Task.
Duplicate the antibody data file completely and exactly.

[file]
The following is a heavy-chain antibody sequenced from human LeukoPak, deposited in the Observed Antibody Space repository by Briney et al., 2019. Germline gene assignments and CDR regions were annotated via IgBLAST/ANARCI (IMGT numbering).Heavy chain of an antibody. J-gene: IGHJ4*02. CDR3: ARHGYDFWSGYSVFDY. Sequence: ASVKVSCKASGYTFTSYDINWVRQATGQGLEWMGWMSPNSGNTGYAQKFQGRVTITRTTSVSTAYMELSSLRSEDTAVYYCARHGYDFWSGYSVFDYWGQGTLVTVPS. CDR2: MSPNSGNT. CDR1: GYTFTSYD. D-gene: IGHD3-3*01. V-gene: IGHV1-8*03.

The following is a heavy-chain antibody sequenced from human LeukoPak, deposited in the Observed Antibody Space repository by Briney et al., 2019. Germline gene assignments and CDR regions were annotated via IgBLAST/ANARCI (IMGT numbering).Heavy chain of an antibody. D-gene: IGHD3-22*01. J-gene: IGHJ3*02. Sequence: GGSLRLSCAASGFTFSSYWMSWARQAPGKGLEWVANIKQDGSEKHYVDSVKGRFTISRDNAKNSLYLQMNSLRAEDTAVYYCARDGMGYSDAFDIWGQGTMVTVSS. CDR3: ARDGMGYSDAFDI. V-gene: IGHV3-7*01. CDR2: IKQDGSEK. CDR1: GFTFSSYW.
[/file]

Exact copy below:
The following is a heavy-chain antibody sequenced from human LeukoPak, deposited in the Observed Antibody Space repository by Briney et al., 2019. Germline gene assignments and CDR regions were annotated via IgBLAST/ANARCI (IMGT numbering).Heavy chain of an antibody. J-gene: IGHJ4*02. CDR3: ARHGYDFWSGYSVFDY. Sequence: ASVKVSCKASGYTFTSYDINWVRQATGQGLEWMGWMSPNSGNTGYAQKFQGRVTITRTTSVSTAYMELSSLRSEDTAVYYCARHGYDFWSGYSVFDYWGQGTLVTVPS. CDR2: MSPNSGNT. CDR1: GYTFTSYD. D-gene: IGHD3-3*01. V-gene: IGHV1-8*03.

The following is a heavy-chain antibody sequenced from human LeukoPak, deposited in the Observed Antibody Space repository by Briney et al., 2019. Germline gene assignments and CDR regions were annotated via IgBLAST/ANARCI (IMGT numbering).Heavy chain of an antibody. D-gene: IGHD3-22*01. J-gene: IGHJ3*02. Sequence: GGSLRLSCAASGFTFSSYWMSWARQAPGKGLEWVANIKQDGSEKHYVDSVKGRFTISRDNAKNSLYLQMNSLRAEDTAVYYCARDGMGYSDAFDIWGQGTMVTVSS. CDR3: ARDGMGYSDAFDI. V-gene: IGHV3-7*01. CDR2: IKQDGSEK. CDR1: GFTFSSYW.